Wed 2 Nov, 2016

By splitting the basic rate into two, we can raise additional revenue for public services while cutting the income tax paid by everyone earning less than the average salary.  Patrick Harvie MSP

Patrick Harvie MSP, Finance spokesperson for the Scottish Greens, today (2 Nov) welcomed comments by economic experts on the creation of new income tax bands to raise revenues for public services.

Speaking at Holyrood's Finance Committee, David Bell, Professor of Economics at the University of Stirling, suggested opting for a "Scandinavian solution", where additional tax bands are created between the current 20p basic rate and the higher 40p rate, to generate additional funds.

This approach was advocated by the Scottish Greens in the 2016 election paper: Fair Funding For Public Services.

David Heald, Professor of Public Sector Accounting at the University of Glasgow, told MSPs that the current jump from 20 per cent to 40 per cent income tax is "too abrupt."

Patrick Harvie MSP, Finance spokesperson for the Scottish Greens and a member of Holyrood’s Finance Committee, said:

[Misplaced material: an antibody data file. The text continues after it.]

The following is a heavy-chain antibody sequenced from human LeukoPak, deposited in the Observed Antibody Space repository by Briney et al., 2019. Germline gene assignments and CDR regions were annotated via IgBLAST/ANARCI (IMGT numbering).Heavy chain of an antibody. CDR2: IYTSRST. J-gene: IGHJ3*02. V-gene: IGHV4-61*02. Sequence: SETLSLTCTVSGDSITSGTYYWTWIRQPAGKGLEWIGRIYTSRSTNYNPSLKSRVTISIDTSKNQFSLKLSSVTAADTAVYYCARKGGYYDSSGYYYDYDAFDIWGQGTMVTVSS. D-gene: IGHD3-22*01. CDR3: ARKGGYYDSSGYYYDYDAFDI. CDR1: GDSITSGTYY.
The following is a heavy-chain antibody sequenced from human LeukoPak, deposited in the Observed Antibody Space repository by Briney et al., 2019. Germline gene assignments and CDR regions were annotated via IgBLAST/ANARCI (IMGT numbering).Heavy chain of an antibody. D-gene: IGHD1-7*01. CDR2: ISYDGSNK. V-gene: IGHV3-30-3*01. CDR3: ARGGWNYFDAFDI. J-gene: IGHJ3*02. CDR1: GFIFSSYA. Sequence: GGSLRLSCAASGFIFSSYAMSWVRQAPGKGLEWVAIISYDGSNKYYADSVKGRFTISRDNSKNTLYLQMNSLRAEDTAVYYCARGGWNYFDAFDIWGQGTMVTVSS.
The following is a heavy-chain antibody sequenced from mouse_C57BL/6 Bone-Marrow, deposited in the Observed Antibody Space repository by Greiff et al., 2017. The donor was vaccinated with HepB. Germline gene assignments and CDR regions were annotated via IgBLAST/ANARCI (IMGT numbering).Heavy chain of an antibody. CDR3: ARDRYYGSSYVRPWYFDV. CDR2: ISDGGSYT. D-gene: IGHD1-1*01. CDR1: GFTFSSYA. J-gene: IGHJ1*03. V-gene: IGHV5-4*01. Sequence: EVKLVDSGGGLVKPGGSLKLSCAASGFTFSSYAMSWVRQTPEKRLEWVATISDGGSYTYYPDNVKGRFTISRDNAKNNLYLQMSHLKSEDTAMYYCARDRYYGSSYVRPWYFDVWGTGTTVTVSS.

“The Scottish Greens were the first to propose bold, creative approaches to income tax during this year’s election. By splitting the basic rate into two, we can raise additional revenue for public services while cutting the income tax paid by everyone earning less than the average salary. 

“Greens also want to ensure that people on high incomes – MSPs for example – make a fair contribution, and the uncertainty arising from Brexit and its impact on living standards only increases the case for a more progressive tax system. What’s essential is that the new tax powers are used not only to protect public services but also to make Scotland a fairer and more equal country.”

 

Fair Funding For Public Services (Scottish Greens taxation proposals, 29 March 2016)

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